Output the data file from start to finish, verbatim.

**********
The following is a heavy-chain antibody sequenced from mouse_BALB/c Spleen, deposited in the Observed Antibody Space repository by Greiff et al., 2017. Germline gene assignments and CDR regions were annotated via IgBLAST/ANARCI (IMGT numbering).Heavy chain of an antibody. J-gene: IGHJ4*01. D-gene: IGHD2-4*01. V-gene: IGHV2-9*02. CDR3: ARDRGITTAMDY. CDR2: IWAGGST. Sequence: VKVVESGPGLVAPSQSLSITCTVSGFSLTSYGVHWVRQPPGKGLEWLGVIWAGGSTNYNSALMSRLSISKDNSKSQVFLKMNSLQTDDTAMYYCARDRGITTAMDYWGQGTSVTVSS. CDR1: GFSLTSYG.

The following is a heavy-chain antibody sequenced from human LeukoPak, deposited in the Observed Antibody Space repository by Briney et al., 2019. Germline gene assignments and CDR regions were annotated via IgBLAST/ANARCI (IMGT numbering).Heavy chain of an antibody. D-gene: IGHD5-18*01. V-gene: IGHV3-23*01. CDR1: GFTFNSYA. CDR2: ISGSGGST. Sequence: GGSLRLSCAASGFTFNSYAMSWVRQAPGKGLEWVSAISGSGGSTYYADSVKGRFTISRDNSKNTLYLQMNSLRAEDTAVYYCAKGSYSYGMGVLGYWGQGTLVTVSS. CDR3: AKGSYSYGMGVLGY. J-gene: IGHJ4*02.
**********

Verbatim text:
The following is a heavy-chain antibody sequenced from mouse_BALB/c Spleen, deposited in the Observed Antibody Space repository by Greiff et al., 2017. Germline gene assignments and CDR regions were annotated via IgBLAST/ANARCI (IMGT numbering).Heavy chain of an antibody. J-gene: IGHJ4*01. D-gene: IGHD2-4*01. V-gene: IGHV2-9*02. CDR3: ARDRGITTAMDY. CDR2: IWAGGST. Sequence: VKVVESGPGLVAPSQSLSITCTVSGFSLTSYGVHWVRQPPGKGLEWLGVIWAGGSTNYNSALMSRLSISKDNSKSQVFLKMNSLQTDDTAMYYCARDRGITTAMDYWGQGTSVTVSS. CDR1: GFSLTSYG.

The following is a heavy-chain antibody sequenced from human LeukoPak, deposited in the Observed Antibody Space repository by Briney et al., 2019. Germline gene assignments and CDR regions were annotated via IgBLAST/ANARCI (IMGT numbering).Heavy chain of an antibody. D-gene: IGHD5-18*01. V-gene: IGHV3-23*01. CDR1: GFTFNSYA. CDR2: ISGSGGST. Sequence: GGSLRLSCAASGFTFNSYAMSWVRQAPGKGLEWVSAISGSGGSTYYADSVKGRFTISRDNSKNTLYLQMNSLRAEDTAVYYCAKGSYSYGMGVLGYWGQGTLVTVSS. CDR3: AKGSYSYGMGVLGY. J-gene: IGHJ4*02.